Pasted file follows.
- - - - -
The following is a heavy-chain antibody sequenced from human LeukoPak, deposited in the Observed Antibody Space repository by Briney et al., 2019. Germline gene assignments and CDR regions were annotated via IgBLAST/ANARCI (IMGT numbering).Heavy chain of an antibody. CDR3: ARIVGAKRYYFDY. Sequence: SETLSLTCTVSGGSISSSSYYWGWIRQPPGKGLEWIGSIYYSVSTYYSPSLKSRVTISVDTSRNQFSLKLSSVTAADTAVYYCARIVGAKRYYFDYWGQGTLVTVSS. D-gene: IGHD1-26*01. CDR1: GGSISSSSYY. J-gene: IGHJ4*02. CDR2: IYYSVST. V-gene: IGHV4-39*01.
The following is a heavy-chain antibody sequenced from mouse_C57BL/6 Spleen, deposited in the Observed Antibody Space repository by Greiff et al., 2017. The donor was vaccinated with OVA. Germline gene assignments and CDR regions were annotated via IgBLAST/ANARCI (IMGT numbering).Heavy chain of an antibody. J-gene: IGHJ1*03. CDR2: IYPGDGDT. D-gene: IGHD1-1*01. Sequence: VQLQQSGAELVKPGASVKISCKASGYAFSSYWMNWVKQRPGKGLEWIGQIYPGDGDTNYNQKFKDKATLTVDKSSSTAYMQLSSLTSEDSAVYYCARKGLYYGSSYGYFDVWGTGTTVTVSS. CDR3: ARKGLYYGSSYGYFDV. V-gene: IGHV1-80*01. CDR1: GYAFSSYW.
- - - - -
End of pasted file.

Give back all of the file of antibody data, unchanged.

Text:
The following is a heavy-chain antibody sequenced from human LeukoPak, deposited in the Observed Antibody Space repository by Briney et al., 2019. Germline gene assignments and CDR regions were annotated via IgBLAST/ANARCI (IMGT numbering).Heavy chain of an antibody. CDR3: ARIVGAKRYYFDY. Sequence: SETLSLTCTVSGGSISSSSYYWGWIRQPPGKGLEWIGSIYYSVSTYYSPSLKSRVTISVDTSRNQFSLKLSSVTAADTAVYYCARIVGAKRYYFDYWGQGTLVTVSS. D-gene: IGHD1-26*01. CDR1: GGSISSSSYY. J-gene: IGHJ4*02. CDR2: IYYSVST. V-gene: IGHV4-39*01.
The following is a heavy-chain antibody sequenced from mouse_C57BL/6 Spleen, deposited in the Observed Antibody Space repository by Greiff et al., 2017. The donor was vaccinated with OVA. Germline gene assignments and CDR regions were annotated via IgBLAST/ANARCI (IMGT numbering).Heavy chain of an antibody. J-gene: IGHJ1*03. CDR2: IYPGDGDT. D-gene: IGHD1-1*01. Sequence: VQLQQSGAELVKPGASVKISCKASGYAFSSYWMNWVKQRPGKGLEWIGQIYPGDGDTNYNQKFKDKATLTVDKSSSTAYMQLSSLTSEDSAVYYCARKGLYYGSSYGYFDVWGTGTTVTVSS. CDR3: ARKGLYYGSSYGYFDV. V-gene: IGHV1-80*01. CDR1: GYAFSSYW.